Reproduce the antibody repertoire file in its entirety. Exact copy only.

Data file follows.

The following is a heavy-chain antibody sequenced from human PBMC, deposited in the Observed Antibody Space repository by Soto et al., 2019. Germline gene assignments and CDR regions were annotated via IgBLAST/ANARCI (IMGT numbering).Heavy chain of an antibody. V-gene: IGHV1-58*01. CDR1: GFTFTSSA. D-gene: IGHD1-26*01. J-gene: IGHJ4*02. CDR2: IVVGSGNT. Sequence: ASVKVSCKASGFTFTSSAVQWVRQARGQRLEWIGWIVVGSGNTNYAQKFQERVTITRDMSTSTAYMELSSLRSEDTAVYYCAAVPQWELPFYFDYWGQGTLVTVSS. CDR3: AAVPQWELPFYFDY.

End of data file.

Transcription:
The following is a heavy-chain antibody sequenced from human PBMC, deposited in the Observed Antibody Space repository by Soto et al., 2019. Germline gene assignments and CDR regions were annotated via IgBLAST/ANARCI (IMGT numbering).Heavy chain of an antibody. V-gene: IGHV1-58*01. CDR1: GFTFTSSA. D-gene: IGHD1-26*01. J-gene: IGHJ4*02. CDR2: IVVGSGNT. Sequence: ASVKVSCKASGFTFTSSAVQWVRQARGQRLEWIGWIVVGSGNTNYAQKFQERVTITRDMSTSTAYMELSSLRSEDTAVYYCAAVPQWELPFYFDYWGQGTLVTVSS. CDR3: AAVPQWELPFYFDY.